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J Nutr. 2010 Mar;140(3):671S-6S. doi: 10.3945/jn.109.113779. Epub 2010 Feb 3.

Guidance for substantiating the evidence for beneficial effects of probiotics: current status and recommendations for future research.

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Department of Surgery, University Medical Center Utrecht, St. Antonius Hospital, Nieuwegein, The Netherlands.


Probiotic bacteria are live microorganisms that, when administered in adequate amounts, confer a health benefit on the host. There is a growing interest in probiotics within the scientific community, with consumers, and in the food industry. The interactions between the gut and intestinal microbiota and between resident and transient microbiota define a new arena in physiology, an understanding of which would shed light on the "cross-talk" between humans and microbes. The different beneficial effects of specific probiotic strains may be translated into different health claims. However, there is a need for comprehensive and harmonized guidelines on the assessment of the characteristics and efficacy of probiotics and of foods containing them. An international expert group of ILSI has evaluated the published evidence of the functionality of different probiotics in 4 areas of (human) application: 1) metabolism, 2) chronic intestinal inflammatory and functional disorders, 3) infections, and 4) allergy. Based on the existing evidence, concrete examples of demonstration of benefits and gaps are listed, and guidelines and recommendations are defined that should help design the next generation of probiotic studies.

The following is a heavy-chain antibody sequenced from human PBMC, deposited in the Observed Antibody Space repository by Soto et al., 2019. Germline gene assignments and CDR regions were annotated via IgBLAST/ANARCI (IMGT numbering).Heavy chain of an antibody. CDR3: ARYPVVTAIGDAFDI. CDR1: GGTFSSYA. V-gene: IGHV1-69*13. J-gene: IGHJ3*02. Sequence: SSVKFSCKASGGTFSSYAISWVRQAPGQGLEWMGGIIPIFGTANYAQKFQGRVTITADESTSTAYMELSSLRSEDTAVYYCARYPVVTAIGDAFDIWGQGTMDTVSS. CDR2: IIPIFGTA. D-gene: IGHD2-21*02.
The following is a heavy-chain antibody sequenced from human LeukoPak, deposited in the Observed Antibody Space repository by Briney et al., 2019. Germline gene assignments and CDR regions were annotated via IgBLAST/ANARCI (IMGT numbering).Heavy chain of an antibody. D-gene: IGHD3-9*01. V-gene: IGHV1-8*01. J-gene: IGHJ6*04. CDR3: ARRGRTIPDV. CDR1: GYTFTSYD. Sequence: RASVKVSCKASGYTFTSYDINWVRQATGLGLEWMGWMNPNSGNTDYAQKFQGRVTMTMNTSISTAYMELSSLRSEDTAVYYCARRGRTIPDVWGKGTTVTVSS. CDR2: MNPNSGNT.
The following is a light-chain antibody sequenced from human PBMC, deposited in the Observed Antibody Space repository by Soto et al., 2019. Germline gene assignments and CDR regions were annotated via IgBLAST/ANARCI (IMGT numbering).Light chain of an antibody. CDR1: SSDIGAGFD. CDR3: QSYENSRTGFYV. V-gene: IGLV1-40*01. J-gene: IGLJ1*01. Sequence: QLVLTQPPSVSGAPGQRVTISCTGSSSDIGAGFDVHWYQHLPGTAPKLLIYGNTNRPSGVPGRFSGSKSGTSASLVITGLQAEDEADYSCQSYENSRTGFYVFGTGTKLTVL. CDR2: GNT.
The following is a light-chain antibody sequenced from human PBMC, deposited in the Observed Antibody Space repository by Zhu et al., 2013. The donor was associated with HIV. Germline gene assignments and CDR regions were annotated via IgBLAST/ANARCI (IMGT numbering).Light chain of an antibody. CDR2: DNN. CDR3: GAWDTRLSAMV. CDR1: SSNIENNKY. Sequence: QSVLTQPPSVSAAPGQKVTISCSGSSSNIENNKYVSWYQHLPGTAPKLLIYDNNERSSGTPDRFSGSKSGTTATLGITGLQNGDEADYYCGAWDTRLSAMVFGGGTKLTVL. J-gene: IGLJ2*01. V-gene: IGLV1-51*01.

[Indexed for MEDLINE]

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